On April 17, an Antares rocket, carrying supplies and 40 mice, took off towards the International Space Station with the Cygnus spacecraft.
The launch was from the Mid-Atlantic Regional Spaceport at NASA’s Wallops Flight Facility, at 4:46 EDT. The launch marked the 2 day journey of the spacecraft towards the ISS. This would be the 11th mission by Northorp Grumman for NASA, and also the longest one.
A beautiful day, a fantastic launch, It's great to have another cargo vehicle on its way to the International Space Station.Joel Montalbano, NASA's deputy space station program manager
The spacecraft is on course to deliver 7,600 lbs (3,447 kilograms), the heaviest load till date for the Cygnus spacecraft.
This is the first cargo supply mission from the United States to the ISS, following the recent test of the Crew Dragon Demo-1. It is also the first successful U.S. launch, following the recent launch of the second Falcon Heavy.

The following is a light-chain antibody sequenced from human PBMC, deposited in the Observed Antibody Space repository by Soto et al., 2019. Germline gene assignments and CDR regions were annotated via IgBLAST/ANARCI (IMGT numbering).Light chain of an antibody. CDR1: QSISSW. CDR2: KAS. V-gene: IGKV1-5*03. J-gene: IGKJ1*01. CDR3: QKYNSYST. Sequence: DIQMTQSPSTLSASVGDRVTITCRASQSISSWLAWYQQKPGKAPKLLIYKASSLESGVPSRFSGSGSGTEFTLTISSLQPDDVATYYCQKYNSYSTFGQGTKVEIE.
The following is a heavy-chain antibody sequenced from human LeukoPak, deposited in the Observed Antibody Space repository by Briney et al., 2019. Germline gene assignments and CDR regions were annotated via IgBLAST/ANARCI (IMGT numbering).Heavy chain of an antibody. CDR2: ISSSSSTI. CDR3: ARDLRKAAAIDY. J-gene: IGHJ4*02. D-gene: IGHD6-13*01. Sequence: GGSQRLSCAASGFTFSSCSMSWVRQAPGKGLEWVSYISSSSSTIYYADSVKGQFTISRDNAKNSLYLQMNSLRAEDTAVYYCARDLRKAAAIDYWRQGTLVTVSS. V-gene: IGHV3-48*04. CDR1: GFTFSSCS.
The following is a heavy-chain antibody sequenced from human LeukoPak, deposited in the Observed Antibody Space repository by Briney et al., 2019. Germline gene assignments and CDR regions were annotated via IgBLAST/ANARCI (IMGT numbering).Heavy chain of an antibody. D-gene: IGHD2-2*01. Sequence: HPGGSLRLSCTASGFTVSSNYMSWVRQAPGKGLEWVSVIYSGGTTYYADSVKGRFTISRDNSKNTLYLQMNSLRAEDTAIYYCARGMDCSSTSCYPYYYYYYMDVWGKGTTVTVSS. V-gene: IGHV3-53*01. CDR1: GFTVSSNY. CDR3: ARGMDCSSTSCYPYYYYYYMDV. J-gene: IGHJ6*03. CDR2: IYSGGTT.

Around half of the cargo that Cygnus is bringing is dedicated to science for us on the International Space Station.Pete Hasbrook, NASA's manager for space station science
The Mice Experiments
The Cygnus spacecraft is carrying 40 mice towards the International Space Station.
These mice are a vital part of the mission, as they are a part of a study to test the effectiveness of an anti-tetanus vaccine.
The mice will be split into 2 groups of 20, and one group will be administered the vaccine. The response of the mice to the vaccine will be tested on earth.
Other Scientific Experiments
- Testing air leak finding robot
- Testing inventory maintenance robot
- Building advanced ZBLAN fibre-optics cables in space
- Removing carbon-dioxide from the ISS atmosphere
The exterior of the Cygnus contains small satellites called CubeSats, that will be put into orbit once the spacecraft undocks from the ISS later this summer.
The upper stage of the Antares rocket also carried 60 small satellites called ThinSats. These were built by elementary and high-school students.
One of the CubeSats (SASSI2) was built by university students.
The ThinSats are small STEM satellites built by students in 70 schools located in nine states. After the thinsats are deployed, students will collect and analyze data transmitted from their satellite for approximately five days before it deorbits and burns up in the atmosphere.Kurt Eberly, Antares vice president for Northrop Grumman